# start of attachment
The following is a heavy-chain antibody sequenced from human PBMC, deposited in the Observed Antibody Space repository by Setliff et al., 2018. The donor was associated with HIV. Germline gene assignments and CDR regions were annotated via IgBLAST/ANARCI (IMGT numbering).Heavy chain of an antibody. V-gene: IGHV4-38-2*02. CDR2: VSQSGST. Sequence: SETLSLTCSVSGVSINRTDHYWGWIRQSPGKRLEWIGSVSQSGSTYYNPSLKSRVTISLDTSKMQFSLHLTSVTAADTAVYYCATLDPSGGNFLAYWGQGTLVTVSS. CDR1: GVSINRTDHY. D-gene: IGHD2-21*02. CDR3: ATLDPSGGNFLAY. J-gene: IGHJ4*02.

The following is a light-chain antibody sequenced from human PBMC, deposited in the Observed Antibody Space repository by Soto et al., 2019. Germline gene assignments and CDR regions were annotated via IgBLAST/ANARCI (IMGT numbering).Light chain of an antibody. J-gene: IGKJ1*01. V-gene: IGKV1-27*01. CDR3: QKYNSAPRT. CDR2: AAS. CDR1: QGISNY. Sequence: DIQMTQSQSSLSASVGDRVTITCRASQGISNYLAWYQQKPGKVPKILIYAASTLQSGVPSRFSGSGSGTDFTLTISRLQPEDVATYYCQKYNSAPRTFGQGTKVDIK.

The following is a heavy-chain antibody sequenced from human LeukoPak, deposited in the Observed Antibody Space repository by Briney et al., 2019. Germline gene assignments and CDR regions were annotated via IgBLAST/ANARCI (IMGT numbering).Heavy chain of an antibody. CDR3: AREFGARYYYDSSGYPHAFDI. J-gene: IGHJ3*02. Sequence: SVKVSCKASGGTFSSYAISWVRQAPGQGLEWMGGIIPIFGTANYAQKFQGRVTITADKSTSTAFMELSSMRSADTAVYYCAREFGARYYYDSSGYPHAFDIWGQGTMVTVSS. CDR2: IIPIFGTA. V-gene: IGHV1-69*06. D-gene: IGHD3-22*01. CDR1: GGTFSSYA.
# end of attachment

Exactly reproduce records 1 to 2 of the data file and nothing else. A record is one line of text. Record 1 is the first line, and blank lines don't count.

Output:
The following is a heavy-chain antibody sequenced from human PBMC, deposited in the Observed Antibody Space repository by Setliff et al., 2018. The donor was associated with HIV. Germline gene assignments and CDR regions were annotated via IgBLAST/ANARCI (IMGT numbering).Heavy chain of an antibody. V-gene: IGHV4-38-2*02. CDR2: VSQSGST. Sequence: SETLSLTCSVSGVSINRTDHYWGWIRQSPGKRLEWIGSVSQSGSTYYNPSLKSRVTISLDTSKMQFSLHLTSVTAADTAVYYCATLDPSGGNFLAYWGQGTLVTVSS. CDR1: GVSINRTDHY. D-gene: IGHD2-21*02. CDR3: ATLDPSGGNFLAY. J-gene: IGHJ4*02.

The following is a light-chain antibody sequenced from human PBMC, deposited in the Observed Antibody Space repository by Soto et al., 2019. Germline gene assignments and CDR regions were annotated via IgBLAST/ANARCI (IMGT numbering).Light chain of an antibody. J-gene: IGKJ1*01. V-gene: IGKV1-27*01. CDR3: QKYNSAPRT. CDR2: AAS. CDR1: QGISNY. Sequence: DIQMTQSQSSLSASVGDRVTITCRASQGISNYLAWYQQKPGKVPKILIYAASTLQSGVPSRFSGSGSGTDFTLTISRLQPEDVATYYCQKYNSAPRTFGQGTKVDIK.